Tuesday, August 29, 2017

BGF News - August 29, 2017-Vol. XXXIII, No.12

In this week’s box:

Beans: Mix, Romano or Maxibel (green, filet-style)
Broccoli: Belstar
Head Lettuce: Coastal Star, Magenta or Muir
Potatoes: Kenebec or Carola
Sweet Peppers: asst
Summer Squash: asst
Tomatoes: see descriptions in 8/1 newsletter
And perhaps one of the following: 
Cantaloupe: Minnesota Midget
Cucumber: Lemon
Eggplant: Orient Express (Asian-type, purple), Orient Charm (Asian-type, lavender) or
    Listada de Gandia (Italian, striped)

Okra: Bowling Red
Squash Blossoms
Watermelon: Sugar Baby (red interior) or Cream of Saskatchewan (white interior) 

For those with the Egg option [full shares]: one dozen free-range eggs (assorted colors)
For those with the Herb option: sweet basil, garlic chives & tarragon
Packing potatoes is closely supervised
Featured Recipes:  ** indicates a BGF favorite 
Finger Licking Edamame
Roasted Potatoes with Scallions
Green Beans with Peppers
Colcannon  (try it with your collard greens or left over kale from last week!)

What’s up on the farm?

Precipitation in the past week: 0.00"
Counting our blessings. While our drought worries continue, they are nothing compared to what our friends and former neighbors are facing in Houston this week. We were living in Houston in 2001 during Tropical Storm Allison when we had 24" of rain over a 3 day period. By the time Harvey departs the Houston area later this week they are talking about the possibility of twice that much rain. The Alley Theater, our long-time home-away-from-home is again underwater, as are so many other buildings and homes. It is truly impossible to fathom without being there. Our hearts go out to all living in that disaster zone. We are so lucky to be here, to be healthy (surgery recovery is going well) and to have the privilege of growing good food here on the farm. We don't say it enough, thanks for being a part of our farm family!

With the fall field crops mostly all in the ground, we spent a fair amount of time cultivating this week. We also went after that last pesky row of potatoes, some of which are headed out in boxes today. Though we did other things, I feel like we spent half of our week harvesting beans. The rains from a week ago really kicked both the old and new plantings into gear so we are doing our best to keep them picked. We considered doing an "All Legume Box" this week, but decided you might like a few other things to go along with them. Not all is rosy on the legume front though. The weather did a real number on the edamame crop this year, after losing the first sowing to the furry eaters, the second sowing did ok and the 3rd sowing didn't even germinate. The pods on succession 2 were filled out and needed to be harvested, but the total yield was lower than we hoped. So we are sending all of them out today, with just enough for everyone to get a sample. They are pretty tasty added to a variety of pasta dishes, where you can enjoy them without needed a huge quantity. They are fairly dusty from the dry soil and morning dews, so you will want to give them a quick rinse before tossing them into your cooking pot. While harvesting the edamame, we took a look at the nearby collards and decided it was time to box some up for you. They are green & lush, though a bit "over-popular" with the local insect gangs. We hope you can overlook the leaf damage, it is certainly a badge of "no-chemicals-used-here".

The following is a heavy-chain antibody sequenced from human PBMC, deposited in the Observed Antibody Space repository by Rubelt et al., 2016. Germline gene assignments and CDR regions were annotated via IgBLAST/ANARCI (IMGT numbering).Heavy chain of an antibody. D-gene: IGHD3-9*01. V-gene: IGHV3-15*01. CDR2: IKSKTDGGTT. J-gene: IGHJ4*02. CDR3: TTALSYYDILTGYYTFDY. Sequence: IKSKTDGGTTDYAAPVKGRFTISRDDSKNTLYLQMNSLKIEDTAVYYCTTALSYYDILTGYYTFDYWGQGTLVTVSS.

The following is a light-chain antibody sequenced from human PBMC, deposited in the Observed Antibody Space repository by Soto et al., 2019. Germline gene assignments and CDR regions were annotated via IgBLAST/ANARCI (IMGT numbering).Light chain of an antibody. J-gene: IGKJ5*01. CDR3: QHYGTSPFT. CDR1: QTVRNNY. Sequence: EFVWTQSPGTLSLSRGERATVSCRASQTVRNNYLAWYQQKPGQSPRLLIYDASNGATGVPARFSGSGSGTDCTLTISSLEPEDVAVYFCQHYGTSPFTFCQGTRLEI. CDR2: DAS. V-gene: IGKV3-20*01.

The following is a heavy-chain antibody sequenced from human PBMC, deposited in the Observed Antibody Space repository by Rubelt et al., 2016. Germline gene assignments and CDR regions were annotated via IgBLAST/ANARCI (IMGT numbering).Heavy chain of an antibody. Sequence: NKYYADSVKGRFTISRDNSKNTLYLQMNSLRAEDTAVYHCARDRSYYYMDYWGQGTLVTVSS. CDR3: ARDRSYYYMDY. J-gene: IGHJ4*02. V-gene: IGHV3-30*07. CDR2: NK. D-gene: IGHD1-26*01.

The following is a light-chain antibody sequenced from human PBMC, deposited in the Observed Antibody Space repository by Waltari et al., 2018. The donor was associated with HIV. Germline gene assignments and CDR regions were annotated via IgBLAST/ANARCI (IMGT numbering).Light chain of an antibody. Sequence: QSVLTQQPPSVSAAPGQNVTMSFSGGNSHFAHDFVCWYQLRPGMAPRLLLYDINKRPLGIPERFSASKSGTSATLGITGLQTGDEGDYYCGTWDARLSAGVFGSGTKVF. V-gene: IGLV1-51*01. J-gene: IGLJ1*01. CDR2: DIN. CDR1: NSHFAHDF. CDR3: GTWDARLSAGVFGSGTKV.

Some of the mid-season crops are starting to look a bit tired. The summer squashes are really showing their age and are slowing down in their production. The Romano beans, while producing like crazy, look like they are on their final hurrah. Tomatoes are just having a rough year all around. They aren't really slowing down, they just never really took off this year with all of the crazy weather. We will continue to send them out as long as we have them. The fall crops are coming along surprisingly well, given our rain shortage, but that nice +1" ten days ago or so really gave them a boost. The Napa is putting on the most impressive show, but the lettuces, spinach and choi are looking nearly as good. We finally have a crop of chard coming along as well. We built it a little deer & rabbit-proof tunnel and as long as we can keep the blister beetles at bay, we should have some in boxes by the end of the season. The winter squash continue to do well and are at risk of taking over our El Norte field. Some of the Musque de Provence squashes we've seen hiding under the mounds of foliage are so big they look like overstuffed footstools! Now how are we going to get those into boxes???

A little detail on your produce this week:

Edamame (vegetable or green soy beans): Store beans on or off the branches in a bag in the crisper drawer and use within 1 week.  To use, separate beans from branches and cook in salted, boiling water in the pods or shelled, depending on how you plan to use them. In case this is a new vegetable for you, the pods of edamame are not edible, so be sure to shell them before eating.